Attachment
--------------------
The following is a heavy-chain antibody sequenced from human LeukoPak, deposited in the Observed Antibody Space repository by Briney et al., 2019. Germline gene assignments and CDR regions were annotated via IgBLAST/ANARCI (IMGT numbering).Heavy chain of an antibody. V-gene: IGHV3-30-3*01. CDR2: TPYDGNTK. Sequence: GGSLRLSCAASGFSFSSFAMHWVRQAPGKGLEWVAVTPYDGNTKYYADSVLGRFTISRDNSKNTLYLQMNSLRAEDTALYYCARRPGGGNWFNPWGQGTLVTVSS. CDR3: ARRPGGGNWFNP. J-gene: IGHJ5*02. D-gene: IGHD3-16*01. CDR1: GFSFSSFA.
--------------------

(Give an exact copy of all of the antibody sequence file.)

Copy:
The following is a heavy-chain antibody sequenced from human LeukoPak, deposited in the Observed Antibody Space repository by Briney et al., 2019. Germline gene assignments and CDR regions were annotated via IgBLAST/ANARCI (IMGT numbering).Heavy chain of an antibody. V-gene: IGHV3-30-3*01. CDR2: TPYDGNTK. Sequence: GGSLRLSCAASGFSFSSFAMHWVRQAPGKGLEWVAVTPYDGNTKYYADSVLGRFTISRDNSKNTLYLQMNSLRAEDTALYYCARRPGGGNWFNPWGQGTLVTVSS. CDR3: ARRPGGGNWFNP. J-gene: IGHJ5*02. D-gene: IGHD3-16*01. CDR1: GFSFSSFA.